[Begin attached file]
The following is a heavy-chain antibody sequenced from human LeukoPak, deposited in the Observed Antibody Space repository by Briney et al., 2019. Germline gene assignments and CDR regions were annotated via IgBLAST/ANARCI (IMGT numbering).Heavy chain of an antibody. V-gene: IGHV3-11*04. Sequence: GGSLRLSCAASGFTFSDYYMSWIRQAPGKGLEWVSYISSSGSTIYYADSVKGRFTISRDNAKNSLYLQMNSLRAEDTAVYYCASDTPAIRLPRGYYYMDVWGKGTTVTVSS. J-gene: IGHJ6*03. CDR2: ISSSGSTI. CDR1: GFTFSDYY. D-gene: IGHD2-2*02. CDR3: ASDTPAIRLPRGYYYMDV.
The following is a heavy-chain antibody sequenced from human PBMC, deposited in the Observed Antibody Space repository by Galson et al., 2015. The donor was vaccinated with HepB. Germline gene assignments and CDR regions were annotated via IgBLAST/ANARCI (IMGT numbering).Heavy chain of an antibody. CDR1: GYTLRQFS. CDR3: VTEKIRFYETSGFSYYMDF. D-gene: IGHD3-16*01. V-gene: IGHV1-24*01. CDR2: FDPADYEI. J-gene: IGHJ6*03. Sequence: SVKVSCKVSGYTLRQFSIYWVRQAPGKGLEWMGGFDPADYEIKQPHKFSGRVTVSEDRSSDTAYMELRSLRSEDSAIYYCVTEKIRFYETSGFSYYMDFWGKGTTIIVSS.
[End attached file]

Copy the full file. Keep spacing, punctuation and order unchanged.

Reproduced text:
The following is a heavy-chain antibody sequenced from human LeukoPak, deposited in the Observed Antibody Space repository by Briney et al., 2019. Germline gene assignments and CDR regions were annotated via IgBLAST/ANARCI (IMGT numbering).Heavy chain of an antibody. V-gene: IGHV3-11*04. Sequence: GGSLRLSCAASGFTFSDYYMSWIRQAPGKGLEWVSYISSSGSTIYYADSVKGRFTISRDNAKNSLYLQMNSLRAEDTAVYYCASDTPAIRLPRGYYYMDVWGKGTTVTVSS. J-gene: IGHJ6*03. CDR2: ISSSGSTI. CDR1: GFTFSDYY. D-gene: IGHD2-2*02. CDR3: ASDTPAIRLPRGYYYMDV.
The following is a heavy-chain antibody sequenced from human PBMC, deposited in the Observed Antibody Space repository by Galson et al., 2015. The donor was vaccinated with HepB. Germline gene assignments and CDR regions were annotated via IgBLAST/ANARCI (IMGT numbering).Heavy chain of an antibody. CDR1: GYTLRQFS. CDR3: VTEKIRFYETSGFSYYMDF. D-gene: IGHD3-16*01. V-gene: IGHV1-24*01. CDR2: FDPADYEI. J-gene: IGHJ6*03. Sequence: SVKVSCKVSGYTLRQFSIYWVRQAPGKGLEWMGGFDPADYEIKQPHKFSGRVTVSEDRSSDTAYMELRSLRSEDSAIYYCVTEKIRFYETSGFSYYMDFWGKGTTIIVSS.